A Tauranga man who held a butter knife then a fork at the throat of a fellow student, saying "Allahu Akbar" in the victim's ear has lost his bid to keep his identity a secret.
Aaron Yoseph Glover-Talebi, 21, from Whakamarama, who pleaded guilty to a charge of common assault in the District Court at Tauranga on Monday, told the police his actions were meant to be taken as a joke.
Allahu Akbar is an Islamic phrase called Takbir in Arabic usually translated as meaning "Allah is [the] greatest" or "God is Great".
No conviction has yet been entered while the defendant explores the possibility of seeking a discharge without conviction.
The court heard that at 7.30am on September 13 Glover-Talebi and his victim were in the kitchen area of Avonmore Institute in Second Avenue
There had been no earlier grievances between the pair who were classmates.
The defendant was stirring a cup of coffee with a butter knife before he walked up
behind the victim who was sitting on a couch nearby, wrapped his arm around him and presented the knife at his chest.
Glover-Talebi said "Allahu Akbar" into the victim's ear, the court heard.
The victim grabbed the defendant's arm, pushed him away, and told him to stop.
Three hours later, the victim was seated at a table in the institute's cafeteria with some class mates, which included Glover-Talebi.
The defendant got up and approached the victim from behind, reached around him and put a butter knife beneath his chin near his throat.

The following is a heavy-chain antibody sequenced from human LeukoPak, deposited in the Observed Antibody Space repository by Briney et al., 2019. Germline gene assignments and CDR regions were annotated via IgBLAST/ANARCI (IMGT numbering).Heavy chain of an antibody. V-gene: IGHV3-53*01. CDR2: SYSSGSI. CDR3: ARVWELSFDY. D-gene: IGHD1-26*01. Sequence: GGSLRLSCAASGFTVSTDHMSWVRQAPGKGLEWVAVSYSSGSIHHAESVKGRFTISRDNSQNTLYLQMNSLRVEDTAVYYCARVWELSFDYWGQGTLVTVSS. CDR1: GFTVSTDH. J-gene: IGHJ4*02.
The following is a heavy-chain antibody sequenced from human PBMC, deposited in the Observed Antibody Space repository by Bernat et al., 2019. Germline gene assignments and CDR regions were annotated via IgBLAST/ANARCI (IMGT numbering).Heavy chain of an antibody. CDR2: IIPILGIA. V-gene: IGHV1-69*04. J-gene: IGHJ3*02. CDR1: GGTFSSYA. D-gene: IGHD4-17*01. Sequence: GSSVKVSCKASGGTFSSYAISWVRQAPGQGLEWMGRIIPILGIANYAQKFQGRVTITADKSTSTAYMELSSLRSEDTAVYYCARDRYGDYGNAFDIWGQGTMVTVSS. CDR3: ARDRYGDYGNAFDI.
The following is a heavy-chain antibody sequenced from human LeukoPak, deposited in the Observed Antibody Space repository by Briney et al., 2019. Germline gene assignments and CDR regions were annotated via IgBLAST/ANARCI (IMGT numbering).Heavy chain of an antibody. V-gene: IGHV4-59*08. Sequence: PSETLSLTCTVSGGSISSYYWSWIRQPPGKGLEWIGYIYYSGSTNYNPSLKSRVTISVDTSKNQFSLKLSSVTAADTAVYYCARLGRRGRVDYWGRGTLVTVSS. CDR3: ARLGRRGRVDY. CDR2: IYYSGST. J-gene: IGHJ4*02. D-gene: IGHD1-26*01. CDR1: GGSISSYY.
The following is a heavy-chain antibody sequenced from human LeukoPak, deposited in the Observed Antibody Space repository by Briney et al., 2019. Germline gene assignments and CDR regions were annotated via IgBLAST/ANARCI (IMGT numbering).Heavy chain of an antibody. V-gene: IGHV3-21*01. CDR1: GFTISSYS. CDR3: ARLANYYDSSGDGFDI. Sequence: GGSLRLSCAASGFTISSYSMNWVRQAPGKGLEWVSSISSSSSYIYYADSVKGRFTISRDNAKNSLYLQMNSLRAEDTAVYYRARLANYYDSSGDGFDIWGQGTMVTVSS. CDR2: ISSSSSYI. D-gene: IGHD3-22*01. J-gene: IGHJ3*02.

The victim grabbed Glover-Talebi's wrist and pushed him away.
About two hours later the victim was again in the cafeteria, when a few minutes later the defendant approached him again and held a fork to his throat.
The victim grabbed the defendant and a short scuffle ensued. He suffered no injuries.
Glover-Talebi told the police his behaviour was intended "as a joke" and claimed "terrorism was topical at the moment."
His lawyer David Bates asked Judge Christopher Harding not to enter a conviction as the defendant intended applying for a discharge without conviction
Mr Bates urged Judge Harding to grant interim name suppression to protect his client's position pending the discharge application and to protect the reputation of the Institute.
Judge Harding declined the suppression application saying there were no strong grounds to do so.
The judge remanded Glover-Talebi on bail for the possibility of a restorative justice meeting to be held and for sentencing on November 13.